Using the experimental data on Copperhead igniton at the reference below, I have analyzed the ignition data from Figure 3 which shows that it takes about 10 amps from 12 volt launcher to promptly fire the copperhead. (That's determined by the initial current surge, and my interpretation that the later time current rise is due to a conductivity increase in the hot propellant gases.) After doing the math, that would make the resistance of the copperhead approximately 1 ohm, and using Aerotech's 3 amp all-fire rating, if you can deliver at least 3 amps into a 1 ohm load, you can fire a copperhead. (That's a voltage of 3 volts developed across the copperhead.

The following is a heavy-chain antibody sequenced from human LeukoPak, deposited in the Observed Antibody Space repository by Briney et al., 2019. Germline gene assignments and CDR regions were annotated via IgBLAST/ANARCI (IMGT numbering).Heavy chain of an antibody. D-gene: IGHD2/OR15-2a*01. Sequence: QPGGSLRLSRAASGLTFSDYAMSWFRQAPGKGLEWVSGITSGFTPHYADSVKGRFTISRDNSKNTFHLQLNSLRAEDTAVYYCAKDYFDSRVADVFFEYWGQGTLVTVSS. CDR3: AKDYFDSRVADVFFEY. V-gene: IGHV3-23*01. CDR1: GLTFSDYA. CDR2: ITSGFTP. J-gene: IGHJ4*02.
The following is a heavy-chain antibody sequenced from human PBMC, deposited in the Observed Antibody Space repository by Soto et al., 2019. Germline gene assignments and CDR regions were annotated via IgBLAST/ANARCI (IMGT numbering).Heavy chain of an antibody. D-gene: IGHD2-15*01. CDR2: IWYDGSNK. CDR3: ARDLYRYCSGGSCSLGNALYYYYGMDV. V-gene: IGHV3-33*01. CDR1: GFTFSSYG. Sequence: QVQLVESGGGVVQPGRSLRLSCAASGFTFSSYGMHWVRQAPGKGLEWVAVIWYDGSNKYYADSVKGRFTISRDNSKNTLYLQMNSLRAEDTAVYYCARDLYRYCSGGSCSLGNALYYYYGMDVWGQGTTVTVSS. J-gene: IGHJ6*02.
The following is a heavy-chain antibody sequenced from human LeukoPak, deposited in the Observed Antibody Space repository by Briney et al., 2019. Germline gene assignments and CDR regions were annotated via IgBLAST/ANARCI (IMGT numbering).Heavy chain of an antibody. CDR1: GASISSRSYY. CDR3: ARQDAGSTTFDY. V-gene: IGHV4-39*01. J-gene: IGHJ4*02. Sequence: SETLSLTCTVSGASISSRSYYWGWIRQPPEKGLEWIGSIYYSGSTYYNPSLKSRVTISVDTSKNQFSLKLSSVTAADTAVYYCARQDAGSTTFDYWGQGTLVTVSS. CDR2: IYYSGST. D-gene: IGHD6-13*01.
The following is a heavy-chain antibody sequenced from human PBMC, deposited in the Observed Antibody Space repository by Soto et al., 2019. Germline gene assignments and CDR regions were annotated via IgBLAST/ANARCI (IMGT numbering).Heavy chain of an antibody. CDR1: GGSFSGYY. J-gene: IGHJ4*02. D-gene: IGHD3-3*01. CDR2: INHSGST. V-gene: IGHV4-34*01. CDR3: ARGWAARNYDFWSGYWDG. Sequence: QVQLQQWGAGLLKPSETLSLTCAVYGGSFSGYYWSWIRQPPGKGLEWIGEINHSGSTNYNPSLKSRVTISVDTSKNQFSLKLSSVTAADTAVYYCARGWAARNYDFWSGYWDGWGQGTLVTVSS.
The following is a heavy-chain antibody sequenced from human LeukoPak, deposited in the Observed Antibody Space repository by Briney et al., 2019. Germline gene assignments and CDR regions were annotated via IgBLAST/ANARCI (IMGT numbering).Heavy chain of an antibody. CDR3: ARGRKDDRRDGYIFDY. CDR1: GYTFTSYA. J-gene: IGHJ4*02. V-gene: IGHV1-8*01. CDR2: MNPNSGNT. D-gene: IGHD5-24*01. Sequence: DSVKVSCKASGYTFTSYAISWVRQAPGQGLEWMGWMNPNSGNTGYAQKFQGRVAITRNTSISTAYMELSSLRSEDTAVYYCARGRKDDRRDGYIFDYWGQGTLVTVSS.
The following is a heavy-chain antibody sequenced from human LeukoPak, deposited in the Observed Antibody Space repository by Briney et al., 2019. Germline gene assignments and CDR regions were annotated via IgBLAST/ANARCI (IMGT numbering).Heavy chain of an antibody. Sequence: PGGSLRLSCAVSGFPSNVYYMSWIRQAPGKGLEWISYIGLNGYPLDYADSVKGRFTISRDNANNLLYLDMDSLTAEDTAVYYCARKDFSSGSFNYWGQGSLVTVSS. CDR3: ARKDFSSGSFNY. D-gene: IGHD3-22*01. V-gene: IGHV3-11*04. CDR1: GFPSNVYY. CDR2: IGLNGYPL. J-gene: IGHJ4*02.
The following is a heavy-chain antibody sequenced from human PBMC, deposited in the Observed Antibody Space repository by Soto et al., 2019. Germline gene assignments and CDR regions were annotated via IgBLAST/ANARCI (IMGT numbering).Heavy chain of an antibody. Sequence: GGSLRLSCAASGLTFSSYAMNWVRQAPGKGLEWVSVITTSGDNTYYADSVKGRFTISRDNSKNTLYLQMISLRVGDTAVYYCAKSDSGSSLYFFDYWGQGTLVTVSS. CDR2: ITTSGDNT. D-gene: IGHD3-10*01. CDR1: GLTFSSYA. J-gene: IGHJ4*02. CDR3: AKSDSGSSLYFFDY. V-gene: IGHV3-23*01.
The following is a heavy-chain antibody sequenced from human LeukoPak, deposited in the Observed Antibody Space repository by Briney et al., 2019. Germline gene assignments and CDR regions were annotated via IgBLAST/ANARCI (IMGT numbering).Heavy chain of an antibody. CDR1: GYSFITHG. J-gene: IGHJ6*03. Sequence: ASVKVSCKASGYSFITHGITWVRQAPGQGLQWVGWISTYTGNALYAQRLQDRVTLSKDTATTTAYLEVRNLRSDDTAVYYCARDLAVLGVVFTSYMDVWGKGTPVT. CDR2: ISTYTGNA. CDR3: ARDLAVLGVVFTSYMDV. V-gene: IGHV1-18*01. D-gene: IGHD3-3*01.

http://www.gwiz-partners.com/igniters.pdf

If my interpretation and assumptions are correct, using the data from page 11 of the Perfectflite manual, I predict that Sanyo 7.2 NiCad battery and last 3 rechargable battery packs will fire a copperhead if that's what you want to do.

http://sanyo.wslogic.com/pdf/pdfs/N-6PT.pdf

I don't have a PerfectFlite timer, but it would be a fun one to try.

Bob Krech
 

XAVIEN

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It sounds like your battery can't support the requirements of the E-match, as many people have stated already. This is more of an FYI then anything, when designing my timers I tested various e-matches for the outputs. I found that the QUICKBURST "HOTSHOT" e-matches work like a champ. I have used one of my "XCIC-1" to start 5 motors using these bad boys. If you are airstarting something I would really recommend using another product, the Copperhead is notorious for its current / voltage requirements.

Good luck,
Steve
 

jwagner61

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Hi all,

Being somewhat new to the hobby and just starting to use electronic deployment, the topic of this thread is of great interest.